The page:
Friday, June 25, 2010


Ah, Chicago, the Windy City... how I love you so. Funny thing about spending my adolescence in the Mid-West, everyone within 12 hours of Chicago considers it their town because it's the closest big city, and yet no one in Chicago could give a hoot about any of those places in the vast wasteland of Middle America. (I mean wasteland in the nicest way, it's not all car-racing and trailer parks as some Chicago-dwellers might think.)

So as I mentioned, we headed there this past weekend for my cousin's wedding. I was really nervous about the trip and I handled these nerves by over-preparing. I had ziplock baggies of just about everything a person could need while traveling. Most of it went unused, but I felt very secure the whole trip with my nice, neat ziplocks to go to in times of need.

I know, you want the good stuff, the juicy details. Well here was the baby on the flight out:

No, we did not drug her, apparently she likes white noise and there is ALOT of white noise on planes. She made some funny faces in her sleep every now and again, I think when her ears were pressurizing, but we would shove various things to suck in her mouth and she was fine - never even woke up. (Look at those chubby arms, a whole separate post on that coming your way soon!)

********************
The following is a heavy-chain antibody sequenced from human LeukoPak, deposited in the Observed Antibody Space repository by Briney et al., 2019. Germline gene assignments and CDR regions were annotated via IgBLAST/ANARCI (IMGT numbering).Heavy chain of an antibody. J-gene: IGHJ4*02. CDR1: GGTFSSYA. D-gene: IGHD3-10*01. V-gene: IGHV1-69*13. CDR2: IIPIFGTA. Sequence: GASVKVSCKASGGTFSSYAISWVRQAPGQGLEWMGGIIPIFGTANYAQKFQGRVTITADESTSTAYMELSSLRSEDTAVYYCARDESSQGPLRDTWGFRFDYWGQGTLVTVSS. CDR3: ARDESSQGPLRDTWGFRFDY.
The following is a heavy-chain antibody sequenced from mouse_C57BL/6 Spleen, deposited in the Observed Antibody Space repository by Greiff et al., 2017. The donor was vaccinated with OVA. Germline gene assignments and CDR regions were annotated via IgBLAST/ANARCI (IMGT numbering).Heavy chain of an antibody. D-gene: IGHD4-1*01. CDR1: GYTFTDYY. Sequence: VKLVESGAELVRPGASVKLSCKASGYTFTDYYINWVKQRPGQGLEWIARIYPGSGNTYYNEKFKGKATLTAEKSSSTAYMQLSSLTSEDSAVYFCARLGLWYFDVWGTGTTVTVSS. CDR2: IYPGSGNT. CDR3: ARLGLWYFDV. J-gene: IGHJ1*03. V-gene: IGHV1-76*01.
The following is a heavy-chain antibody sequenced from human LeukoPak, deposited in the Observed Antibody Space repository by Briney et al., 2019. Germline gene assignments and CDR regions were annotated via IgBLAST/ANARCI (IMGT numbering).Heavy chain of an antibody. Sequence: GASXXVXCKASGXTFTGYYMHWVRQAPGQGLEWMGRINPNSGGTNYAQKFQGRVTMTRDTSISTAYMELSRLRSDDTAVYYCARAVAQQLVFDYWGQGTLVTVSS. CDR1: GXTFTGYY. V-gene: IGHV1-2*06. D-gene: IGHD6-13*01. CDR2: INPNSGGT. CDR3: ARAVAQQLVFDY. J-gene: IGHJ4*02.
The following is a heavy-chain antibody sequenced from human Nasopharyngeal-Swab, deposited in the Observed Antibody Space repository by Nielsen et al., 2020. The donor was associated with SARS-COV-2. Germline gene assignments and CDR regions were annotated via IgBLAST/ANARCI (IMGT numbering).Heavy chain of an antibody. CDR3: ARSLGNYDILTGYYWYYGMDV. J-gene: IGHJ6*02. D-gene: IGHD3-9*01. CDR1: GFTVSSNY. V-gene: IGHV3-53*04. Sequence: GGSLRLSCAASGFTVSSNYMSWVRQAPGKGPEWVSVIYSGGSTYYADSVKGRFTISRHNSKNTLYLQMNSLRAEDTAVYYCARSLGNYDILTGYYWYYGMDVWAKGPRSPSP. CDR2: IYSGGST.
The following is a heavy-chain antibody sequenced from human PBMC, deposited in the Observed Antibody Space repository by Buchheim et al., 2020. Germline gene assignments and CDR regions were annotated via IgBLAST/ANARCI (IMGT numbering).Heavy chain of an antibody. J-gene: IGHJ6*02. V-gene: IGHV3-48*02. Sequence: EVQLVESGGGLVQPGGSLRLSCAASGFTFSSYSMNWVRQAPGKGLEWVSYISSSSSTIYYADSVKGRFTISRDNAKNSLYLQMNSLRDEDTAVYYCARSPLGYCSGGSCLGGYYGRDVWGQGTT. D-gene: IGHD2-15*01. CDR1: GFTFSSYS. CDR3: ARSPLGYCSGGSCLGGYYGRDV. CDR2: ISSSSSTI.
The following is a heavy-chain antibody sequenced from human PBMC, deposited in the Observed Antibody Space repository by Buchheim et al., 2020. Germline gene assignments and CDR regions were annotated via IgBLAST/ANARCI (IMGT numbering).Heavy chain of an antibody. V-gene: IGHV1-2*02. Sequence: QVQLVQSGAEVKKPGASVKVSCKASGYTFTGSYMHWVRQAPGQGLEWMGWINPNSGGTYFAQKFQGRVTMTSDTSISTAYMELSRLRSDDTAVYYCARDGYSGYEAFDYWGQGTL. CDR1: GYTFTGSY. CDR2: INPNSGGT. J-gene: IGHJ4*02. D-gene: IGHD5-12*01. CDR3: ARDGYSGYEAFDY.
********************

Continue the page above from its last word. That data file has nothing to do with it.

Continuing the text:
Funny thing though, I had dressed her up in a very ruffly dress and we kept getting oohs and ahhs, but if she got even a little fussy, people changed and ran away quickly. I wish I could make her cry on command, that might come in handy when I get cornered by crazy people.

Speaking of crazy people, our hotel room was not exactly baby-friendly. The room was not actually big enough for the crib they brought, so we had to choose whether to have her directly in front of the air conditioner, blocking the armoire, or blocking the door to the bathroom and sharing a wall with the elevator. We chose the bathroom option and she did fine.

The day after we arrived, after her 4 to 5am feeding was over, I decided I was hungry and that I should go find us something to munch on. I stopped at the desk and asked if I saw correctly and that there was a Dunkin' Donuts on the corner, and proceeded out the door. What the desk agent neglected to warn me about, is that the street we were on was still in after-party mode at 5:30am. So my baby and I walked past a lover's tiff, a more serious fight, a small pool of blood on the sidewalk and made our way up to the corner.